Abstract: Prior to 2005, emerging markets (EMs) frequently experienced large surges in portfolio investments (“hot money”) followed by sudden stop events, in which foreign capital dries up quickly, disrupting the domestic economy and putting depreciating pressure on EM’s currency. In the aftermath of the 2008-2009 global nancial crisis (GFC), conditions from the US and other advanced economies have recreated this exact situation, in which capital in ows into EMs surged from 2009-2011 and destabilized EM’s currency in 2011-2015. However, as we document in this paper, the magnitude of capital out ows and currency depreciation which unfolded in 57 EMs in 2011-2015 is at best moderate, and we nd that EMs are less susceptible now to sudden stops than before.
To explain this phenomenon, we provide a theory of portfolio re-balancing, in which foreign investors re-balance their debt-equity holding to reduce risk, therefore lending to EMs more in risky times. This nets out equity flows and reduces the total negative effects on EMs. We also estimate a panel vector autoregressive (PVAR) model to identify the interactions between direct channels of capital inflows and the exchange rate, and find that a negative shock to the equity market prompts capital to flow more into the same country’s debt market, instead of owing out. We conclude by extending Mendoza (2006)’s sudden stop model to include portfolio choice in order to provide a theoretical framework of portfolio re-balancing.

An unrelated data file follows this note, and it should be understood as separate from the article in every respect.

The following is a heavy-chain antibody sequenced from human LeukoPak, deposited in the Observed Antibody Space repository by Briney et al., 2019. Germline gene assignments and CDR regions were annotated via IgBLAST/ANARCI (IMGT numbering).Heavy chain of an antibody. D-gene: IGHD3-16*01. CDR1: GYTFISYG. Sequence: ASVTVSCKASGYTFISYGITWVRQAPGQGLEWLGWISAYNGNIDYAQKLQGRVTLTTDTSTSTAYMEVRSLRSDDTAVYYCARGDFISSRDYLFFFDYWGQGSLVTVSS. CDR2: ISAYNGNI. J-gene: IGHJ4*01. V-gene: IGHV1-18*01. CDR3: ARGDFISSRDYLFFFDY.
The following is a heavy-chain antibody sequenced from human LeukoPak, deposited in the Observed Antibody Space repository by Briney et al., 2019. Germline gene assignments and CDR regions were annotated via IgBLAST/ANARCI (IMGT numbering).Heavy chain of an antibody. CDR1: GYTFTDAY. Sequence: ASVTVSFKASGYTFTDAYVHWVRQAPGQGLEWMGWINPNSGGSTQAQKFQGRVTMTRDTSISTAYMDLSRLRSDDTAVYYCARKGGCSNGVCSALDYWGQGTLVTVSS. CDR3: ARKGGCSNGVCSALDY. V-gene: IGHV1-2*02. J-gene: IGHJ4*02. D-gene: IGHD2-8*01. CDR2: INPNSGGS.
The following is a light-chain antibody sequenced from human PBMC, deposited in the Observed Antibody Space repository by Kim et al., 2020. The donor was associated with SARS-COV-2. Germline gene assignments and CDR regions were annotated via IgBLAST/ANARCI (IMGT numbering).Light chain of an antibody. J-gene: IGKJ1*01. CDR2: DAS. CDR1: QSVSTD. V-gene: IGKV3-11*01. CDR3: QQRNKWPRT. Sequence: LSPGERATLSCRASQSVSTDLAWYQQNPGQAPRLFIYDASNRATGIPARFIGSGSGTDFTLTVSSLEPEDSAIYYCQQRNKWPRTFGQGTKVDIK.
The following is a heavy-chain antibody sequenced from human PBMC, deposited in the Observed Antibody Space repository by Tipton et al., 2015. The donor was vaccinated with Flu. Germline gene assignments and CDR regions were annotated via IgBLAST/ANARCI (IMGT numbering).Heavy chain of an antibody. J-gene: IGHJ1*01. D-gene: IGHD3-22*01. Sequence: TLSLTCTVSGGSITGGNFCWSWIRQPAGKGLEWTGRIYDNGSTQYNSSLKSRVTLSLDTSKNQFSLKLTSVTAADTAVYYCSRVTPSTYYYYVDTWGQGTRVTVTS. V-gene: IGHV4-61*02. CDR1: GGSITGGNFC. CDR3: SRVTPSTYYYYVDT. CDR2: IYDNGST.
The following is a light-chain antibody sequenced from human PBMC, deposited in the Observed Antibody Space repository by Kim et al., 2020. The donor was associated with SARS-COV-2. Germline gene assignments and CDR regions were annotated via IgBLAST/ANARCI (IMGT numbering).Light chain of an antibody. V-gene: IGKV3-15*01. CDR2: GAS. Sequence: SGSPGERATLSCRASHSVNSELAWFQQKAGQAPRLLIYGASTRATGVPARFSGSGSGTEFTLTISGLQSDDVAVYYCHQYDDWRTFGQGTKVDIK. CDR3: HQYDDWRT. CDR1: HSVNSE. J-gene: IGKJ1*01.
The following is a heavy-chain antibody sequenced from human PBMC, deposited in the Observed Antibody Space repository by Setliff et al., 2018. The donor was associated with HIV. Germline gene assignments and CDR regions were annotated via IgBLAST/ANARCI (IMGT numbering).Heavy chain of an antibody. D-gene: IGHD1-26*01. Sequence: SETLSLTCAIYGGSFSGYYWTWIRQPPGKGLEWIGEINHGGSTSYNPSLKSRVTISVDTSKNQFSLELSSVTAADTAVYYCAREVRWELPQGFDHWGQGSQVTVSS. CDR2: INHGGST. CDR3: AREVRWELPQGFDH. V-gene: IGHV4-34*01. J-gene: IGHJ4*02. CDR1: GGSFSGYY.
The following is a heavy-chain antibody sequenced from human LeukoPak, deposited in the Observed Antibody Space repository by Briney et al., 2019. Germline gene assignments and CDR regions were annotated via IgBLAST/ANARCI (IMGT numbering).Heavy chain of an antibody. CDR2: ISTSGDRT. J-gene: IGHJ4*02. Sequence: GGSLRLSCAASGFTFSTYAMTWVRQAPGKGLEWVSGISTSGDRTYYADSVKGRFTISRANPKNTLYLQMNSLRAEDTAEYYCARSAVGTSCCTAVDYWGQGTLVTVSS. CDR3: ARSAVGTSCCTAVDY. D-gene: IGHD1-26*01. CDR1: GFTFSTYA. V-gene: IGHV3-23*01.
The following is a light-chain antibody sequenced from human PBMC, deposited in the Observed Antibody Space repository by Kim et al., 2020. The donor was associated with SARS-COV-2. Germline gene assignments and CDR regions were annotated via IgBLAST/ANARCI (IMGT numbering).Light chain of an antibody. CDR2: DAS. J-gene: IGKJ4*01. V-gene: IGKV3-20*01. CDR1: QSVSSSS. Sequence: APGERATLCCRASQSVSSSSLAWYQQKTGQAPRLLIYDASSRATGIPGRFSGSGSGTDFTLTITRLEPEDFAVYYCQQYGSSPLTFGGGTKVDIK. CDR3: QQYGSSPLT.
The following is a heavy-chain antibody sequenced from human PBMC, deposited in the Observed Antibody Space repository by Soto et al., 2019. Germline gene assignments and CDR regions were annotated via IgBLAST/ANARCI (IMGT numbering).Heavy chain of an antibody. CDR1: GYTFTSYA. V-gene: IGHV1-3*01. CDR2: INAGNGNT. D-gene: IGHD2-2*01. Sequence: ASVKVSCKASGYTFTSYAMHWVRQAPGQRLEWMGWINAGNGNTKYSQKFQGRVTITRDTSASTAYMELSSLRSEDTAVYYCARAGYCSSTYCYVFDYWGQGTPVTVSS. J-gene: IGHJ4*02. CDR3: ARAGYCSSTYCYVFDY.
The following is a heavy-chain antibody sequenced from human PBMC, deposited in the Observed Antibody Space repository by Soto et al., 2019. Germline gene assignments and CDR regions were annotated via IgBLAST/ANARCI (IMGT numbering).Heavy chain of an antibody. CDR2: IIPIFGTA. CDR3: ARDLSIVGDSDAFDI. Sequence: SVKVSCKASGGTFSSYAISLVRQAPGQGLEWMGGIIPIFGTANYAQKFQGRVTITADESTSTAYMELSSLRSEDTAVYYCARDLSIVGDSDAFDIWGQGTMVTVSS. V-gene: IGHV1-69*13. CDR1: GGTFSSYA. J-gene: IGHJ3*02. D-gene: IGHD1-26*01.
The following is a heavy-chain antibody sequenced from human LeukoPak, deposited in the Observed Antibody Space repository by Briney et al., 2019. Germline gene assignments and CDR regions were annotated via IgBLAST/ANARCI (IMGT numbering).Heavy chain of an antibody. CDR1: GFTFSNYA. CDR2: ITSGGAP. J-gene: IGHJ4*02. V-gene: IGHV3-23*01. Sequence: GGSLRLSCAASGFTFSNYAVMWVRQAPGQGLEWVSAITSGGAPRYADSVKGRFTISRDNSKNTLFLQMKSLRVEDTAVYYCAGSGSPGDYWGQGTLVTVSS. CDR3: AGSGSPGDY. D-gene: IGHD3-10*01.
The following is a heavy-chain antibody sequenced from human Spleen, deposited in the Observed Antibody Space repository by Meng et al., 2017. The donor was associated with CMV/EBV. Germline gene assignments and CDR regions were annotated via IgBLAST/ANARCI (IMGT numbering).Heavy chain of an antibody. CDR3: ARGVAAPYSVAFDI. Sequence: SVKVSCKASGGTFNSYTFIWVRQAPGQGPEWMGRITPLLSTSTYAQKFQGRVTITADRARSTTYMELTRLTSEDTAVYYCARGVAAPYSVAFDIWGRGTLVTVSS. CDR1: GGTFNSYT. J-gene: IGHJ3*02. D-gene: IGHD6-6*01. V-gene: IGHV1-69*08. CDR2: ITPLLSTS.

You can read the paper here: vu_thesis_final_final.